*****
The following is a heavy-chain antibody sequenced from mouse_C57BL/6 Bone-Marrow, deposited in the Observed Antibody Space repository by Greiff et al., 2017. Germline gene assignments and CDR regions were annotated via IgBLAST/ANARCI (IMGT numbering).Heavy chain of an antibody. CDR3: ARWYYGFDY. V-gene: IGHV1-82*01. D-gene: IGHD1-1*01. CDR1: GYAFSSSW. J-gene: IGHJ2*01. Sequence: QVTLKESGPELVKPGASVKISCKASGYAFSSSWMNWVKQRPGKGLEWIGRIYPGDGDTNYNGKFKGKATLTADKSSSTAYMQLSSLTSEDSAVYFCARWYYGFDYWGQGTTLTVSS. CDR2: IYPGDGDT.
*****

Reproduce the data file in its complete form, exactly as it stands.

The following is a heavy-chain antibody sequenced from mouse_C57BL/6 Bone-Marrow, deposited in the Observed Antibody Space repository by Greiff et al., 2017. Germline gene assignments and CDR regions were annotated via IgBLAST/ANARCI (IMGT numbering).Heavy chain of an antibody. CDR3: ARWYYGFDY. V-gene: IGHV1-82*01. D-gene: IGHD1-1*01. CDR1: GYAFSSSW. J-gene: IGHJ2*01. Sequence: QVTLKESGPELVKPGASVKISCKASGYAFSSSWMNWVKQRPGKGLEWIGRIYPGDGDTNYNGKFKGKATLTADKSSSTAYMQLSSLTSEDSAVYFCARWYYGFDYWGQGTTLTVSS. CDR2: IYPGDGDT.